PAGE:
How the simple box inspired the Eameses to serious fun.

Eames Carton City
The Eames‘ Carton City had stop signs, neighborly visiting, even miniature landscaping (top). Dotted lines printed onto the Eames Storage Unit shipping cartons indicate ideal locations for the entrance and windows with awnings, 1950 (bottom left). At play in Eames Alley and Miller Street (bottom right). © Eames Office, LLC

“Ray and Charles Eames took child’s play seriously,” writes Alexandra Lange in a new post on Why Magazine, the blog of the Herman Miller company. Many of their designs, she says, borrow on a widespread truth, “that the box an item comes in, especially if it’s a very large item, can be more exciting than the contents.”

Beginning with a selection of photographs from the archive of Herman Miller, for whom the Eames produced the lion’s share of their work, Lange revisits some of the projects and designs that drew inspiration from the humble box, and almost all of them were loaded with a sense of fun, a hallmark of nearly every piece of furniture the legendary couple ever designed. She takes us to a playful village the Eameses created for kids out of empty furniture-shipping boxes, then moves on the Eames Storage Unit, which has its own built-in, configurable fun; the House of Cards; and The Toy, which was a building set that drew on the basics of the box and was created in two sizes.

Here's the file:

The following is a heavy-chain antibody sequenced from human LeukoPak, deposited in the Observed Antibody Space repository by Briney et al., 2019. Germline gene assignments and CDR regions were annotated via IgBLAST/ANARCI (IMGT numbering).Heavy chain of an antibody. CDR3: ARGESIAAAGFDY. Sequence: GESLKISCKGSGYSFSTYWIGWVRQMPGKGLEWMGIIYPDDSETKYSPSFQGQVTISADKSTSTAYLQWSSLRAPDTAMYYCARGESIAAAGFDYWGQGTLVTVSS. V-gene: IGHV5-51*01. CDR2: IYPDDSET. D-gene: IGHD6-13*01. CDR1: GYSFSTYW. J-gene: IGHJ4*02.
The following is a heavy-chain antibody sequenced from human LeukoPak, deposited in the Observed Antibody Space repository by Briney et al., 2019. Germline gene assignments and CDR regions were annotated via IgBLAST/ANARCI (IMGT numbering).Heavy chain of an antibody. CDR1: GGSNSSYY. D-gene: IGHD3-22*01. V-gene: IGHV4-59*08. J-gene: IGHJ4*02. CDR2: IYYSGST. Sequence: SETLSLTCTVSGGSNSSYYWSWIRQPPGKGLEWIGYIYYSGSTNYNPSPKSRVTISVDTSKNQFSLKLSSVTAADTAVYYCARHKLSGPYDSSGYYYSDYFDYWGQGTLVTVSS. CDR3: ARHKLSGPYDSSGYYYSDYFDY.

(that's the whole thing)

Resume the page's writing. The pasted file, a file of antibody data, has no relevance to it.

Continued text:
“The humble cardboard box offers children their first chance to make space for themselves,” she says, “whether that’s a racecar, a robot, or a house.”

Explore the full blog post Serious Fun at Why Magazine.

House of Cards and Charles Eames
Notches in the House of Cards have to make them easy to connect. Charles Eames, right, at play, 1952. © Eames Office, LLC